In the second blog during Dying Matters Week 2018, Bev Fitzsimons, Head of Improvement at the Point of Care Foundation, shares information about a programme of work, Living Well To The Very End, which looks to continually improve end of life and palliative care services, while empowering staff to see what a huge difference they can make to a person’s final months and weeks.
As the Dying Matters theme asks ‘what can you do?’ it is good to reflect on what we can do to support the carers in the system to keep in touch with their humanity, while at the same time being able to carry on with their challenging jobs, especially in caring for people at the end of life.
It is not a solution for NHS staff to ‘toughen up’ in order to carry on. We know that this results in psychological distress for staff and less patient-centred care for patients and families.
At the Point of Care Foundation, we provide this sort of support through programmes such as ‘living well to the very end’: a collaborative which brings teams together from across the NHS (30 organisations so far), which supports staff to see care through the eyes of patients and families through shadowing, and then make meaningful changes – both big and small – that mean the world to them. This method is simple but powerful and enables staff to reconnect with patients’ and families’ experiences.
The origins of this programme lay in our desire to improve the experience of patients who were approaching the end of life, and their families, at a time when staff in general (rather than specialist palliative) care settings were describing a lack of confidence in how to provide the best possible care for people approaching the end of life. Of course, this remains our primary objective, but in doing this work we have discovered another equally important outcome: the benefits to staff of this work, reconnecting them with their reasons for being in the caring professions in the first place, caring for people at their most vulnerable.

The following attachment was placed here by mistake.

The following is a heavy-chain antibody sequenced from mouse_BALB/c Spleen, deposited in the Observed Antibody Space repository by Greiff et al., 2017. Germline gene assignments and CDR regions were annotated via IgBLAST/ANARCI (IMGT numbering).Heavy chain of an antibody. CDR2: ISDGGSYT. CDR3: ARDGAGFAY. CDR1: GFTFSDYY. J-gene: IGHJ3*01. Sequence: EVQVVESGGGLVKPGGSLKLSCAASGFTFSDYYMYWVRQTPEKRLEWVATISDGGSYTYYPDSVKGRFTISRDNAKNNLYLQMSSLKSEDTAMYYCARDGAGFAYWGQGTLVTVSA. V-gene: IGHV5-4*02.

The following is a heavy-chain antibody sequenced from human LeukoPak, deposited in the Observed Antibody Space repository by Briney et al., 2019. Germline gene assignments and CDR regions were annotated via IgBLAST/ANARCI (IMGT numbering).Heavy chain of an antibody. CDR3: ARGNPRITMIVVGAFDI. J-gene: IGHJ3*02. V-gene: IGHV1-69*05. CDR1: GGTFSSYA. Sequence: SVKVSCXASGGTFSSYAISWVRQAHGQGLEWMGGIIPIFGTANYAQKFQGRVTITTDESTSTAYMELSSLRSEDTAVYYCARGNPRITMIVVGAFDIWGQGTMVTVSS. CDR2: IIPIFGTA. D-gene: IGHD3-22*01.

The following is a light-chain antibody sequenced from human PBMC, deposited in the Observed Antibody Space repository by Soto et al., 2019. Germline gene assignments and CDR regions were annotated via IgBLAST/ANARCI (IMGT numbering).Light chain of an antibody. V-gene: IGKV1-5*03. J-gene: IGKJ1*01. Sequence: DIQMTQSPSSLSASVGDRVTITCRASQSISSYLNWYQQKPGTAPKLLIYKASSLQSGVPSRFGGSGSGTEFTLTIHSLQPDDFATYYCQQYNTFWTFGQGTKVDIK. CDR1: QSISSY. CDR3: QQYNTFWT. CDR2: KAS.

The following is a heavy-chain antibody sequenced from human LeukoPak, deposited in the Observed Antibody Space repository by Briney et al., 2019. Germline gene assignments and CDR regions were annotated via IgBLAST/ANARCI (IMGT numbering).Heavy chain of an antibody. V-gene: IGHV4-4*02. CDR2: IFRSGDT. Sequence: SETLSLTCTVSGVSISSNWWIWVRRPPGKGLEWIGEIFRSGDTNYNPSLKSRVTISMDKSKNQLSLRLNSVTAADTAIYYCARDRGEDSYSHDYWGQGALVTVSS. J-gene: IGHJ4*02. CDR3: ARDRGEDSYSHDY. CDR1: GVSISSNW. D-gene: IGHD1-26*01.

The methodology has helped staff to gain confidence and thus improve their own wellbeing. Again and again, we hear from staff that ‘a job well done’ in end of life care has a significant impact on them. As Cicely Saunders said “How people die remains in the memory of those who live on” – that goes for staff as well as patients.
So what can staff do to make this difference, when it can seem that the system is so slow to change? Most beneficial is building the courage of staff within the multi-professional team to have conversations as people approach the end of their lives, so that we understand people’s wishes and preferences and can respond to them. How can we provide patient-centred care if we don’t know what is important to the individual? As well as this, there are numerous examples of changes that make care just a little bit more human: family members being able to get food or stay overnight without leaving their relative, or park the car without fear of fines and charges; the use of symbols to indicate when someone is approaching the end of life, so that staff take extra care in their manner around them; extra care and sensitivity about bereavement support and the way in which the deceased person’s belongings are handled; personal cards sent by ward staff to bereaved relatives. These sort of changes build the confidence of staff to believe that there is so much that they can do when we might think “there is nothing more we can do”.
We are currently recruiting our next cohort of “Living well” teams, with work beginning in earnest later this year. Get in touch if you’d like to find out more.